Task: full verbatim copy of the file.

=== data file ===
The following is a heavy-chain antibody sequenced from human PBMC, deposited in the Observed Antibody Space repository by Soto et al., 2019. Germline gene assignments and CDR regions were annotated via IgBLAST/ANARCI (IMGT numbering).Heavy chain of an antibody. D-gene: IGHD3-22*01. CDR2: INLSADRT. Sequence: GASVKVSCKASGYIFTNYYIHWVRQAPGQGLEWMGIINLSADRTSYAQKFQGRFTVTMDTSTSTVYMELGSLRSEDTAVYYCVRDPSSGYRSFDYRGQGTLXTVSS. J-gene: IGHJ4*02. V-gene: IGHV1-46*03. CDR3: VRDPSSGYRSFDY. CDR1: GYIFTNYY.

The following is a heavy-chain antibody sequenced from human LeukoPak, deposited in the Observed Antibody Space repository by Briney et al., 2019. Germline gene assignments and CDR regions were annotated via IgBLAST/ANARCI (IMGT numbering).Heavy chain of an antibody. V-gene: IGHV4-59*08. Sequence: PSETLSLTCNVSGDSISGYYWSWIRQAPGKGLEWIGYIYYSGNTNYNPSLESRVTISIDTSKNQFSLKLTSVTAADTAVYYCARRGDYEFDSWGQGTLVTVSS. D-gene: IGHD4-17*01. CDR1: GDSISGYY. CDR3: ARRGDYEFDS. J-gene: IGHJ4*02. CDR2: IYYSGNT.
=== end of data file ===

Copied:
The following is a heavy-chain antibody sequenced from human PBMC, deposited in the Observed Antibody Space repository by Soto et al., 2019. Germline gene assignments and CDR regions were annotated via IgBLAST/ANARCI (IMGT numbering).Heavy chain of an antibody. D-gene: IGHD3-22*01. CDR2: INLSADRT. Sequence: GASVKVSCKASGYIFTNYYIHWVRQAPGQGLEWMGIINLSADRTSYAQKFQGRFTVTMDTSTSTVYMELGSLRSEDTAVYYCVRDPSSGYRSFDYRGQGTLXTVSS. J-gene: IGHJ4*02. V-gene: IGHV1-46*03. CDR3: VRDPSSGYRSFDY. CDR1: GYIFTNYY.

The following is a heavy-chain antibody sequenced from human LeukoPak, deposited in the Observed Antibody Space repository by Briney et al., 2019. Germline gene assignments and CDR regions were annotated via IgBLAST/ANARCI (IMGT numbering).Heavy chain of an antibody. V-gene: IGHV4-59*08. Sequence: PSETLSLTCNVSGDSISGYYWSWIRQAPGKGLEWIGYIYYSGNTNYNPSLESRVTISIDTSKNQFSLKLTSVTAADTAVYYCARRGDYEFDSWGQGTLVTVSS. D-gene: IGHD4-17*01. CDR1: GDSISGYY. CDR3: ARRGDYEFDS. J-gene: IGHJ4*02. CDR2: IYYSGNT.